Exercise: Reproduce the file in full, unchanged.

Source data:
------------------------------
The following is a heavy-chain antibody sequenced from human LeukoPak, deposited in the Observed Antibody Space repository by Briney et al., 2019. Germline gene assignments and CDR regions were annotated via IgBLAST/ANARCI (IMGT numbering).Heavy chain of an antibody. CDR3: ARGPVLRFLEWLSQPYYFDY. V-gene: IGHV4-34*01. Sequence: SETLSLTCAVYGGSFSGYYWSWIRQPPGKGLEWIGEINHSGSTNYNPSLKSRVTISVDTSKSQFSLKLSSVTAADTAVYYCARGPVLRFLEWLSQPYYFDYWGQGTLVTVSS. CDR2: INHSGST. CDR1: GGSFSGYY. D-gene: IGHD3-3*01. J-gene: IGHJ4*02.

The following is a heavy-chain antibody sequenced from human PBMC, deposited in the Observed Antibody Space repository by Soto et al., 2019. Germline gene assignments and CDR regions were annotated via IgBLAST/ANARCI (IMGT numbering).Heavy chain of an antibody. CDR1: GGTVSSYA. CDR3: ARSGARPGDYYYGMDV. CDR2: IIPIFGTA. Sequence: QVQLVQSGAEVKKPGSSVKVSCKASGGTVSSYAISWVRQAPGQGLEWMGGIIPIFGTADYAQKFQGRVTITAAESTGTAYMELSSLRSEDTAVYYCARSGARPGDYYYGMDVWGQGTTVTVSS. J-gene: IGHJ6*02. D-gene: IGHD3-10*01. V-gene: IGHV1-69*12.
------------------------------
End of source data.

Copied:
The following is a heavy-chain antibody sequenced from human LeukoPak, deposited in the Observed Antibody Space repository by Briney et al., 2019. Germline gene assignments and CDR regions were annotated via IgBLAST/ANARCI (IMGT numbering).Heavy chain of an antibody. CDR3: ARGPVLRFLEWLSQPYYFDY. V-gene: IGHV4-34*01. Sequence: SETLSLTCAVYGGSFSGYYWSWIRQPPGKGLEWIGEINHSGSTNYNPSLKSRVTISVDTSKSQFSLKLSSVTAADTAVYYCARGPVLRFLEWLSQPYYFDYWGQGTLVTVSS. CDR2: INHSGST. CDR1: GGSFSGYY. D-gene: IGHD3-3*01. J-gene: IGHJ4*02.

The following is a heavy-chain antibody sequenced from human PBMC, deposited in the Observed Antibody Space repository by Soto et al., 2019. Germline gene assignments and CDR regions were annotated via IgBLAST/ANARCI (IMGT numbering).Heavy chain of an antibody. CDR1: GGTVSSYA. CDR3: ARSGARPGDYYYGMDV. CDR2: IIPIFGTA. Sequence: QVQLVQSGAEVKKPGSSVKVSCKASGGTVSSYAISWVRQAPGQGLEWMGGIIPIFGTADYAQKFQGRVTITAAESTGTAYMELSSLRSEDTAVYYCARSGARPGDYYYGMDVWGQGTTVTVSS. J-gene: IGHJ6*02. D-gene: IGHD3-10*01. V-gene: IGHV1-69*12.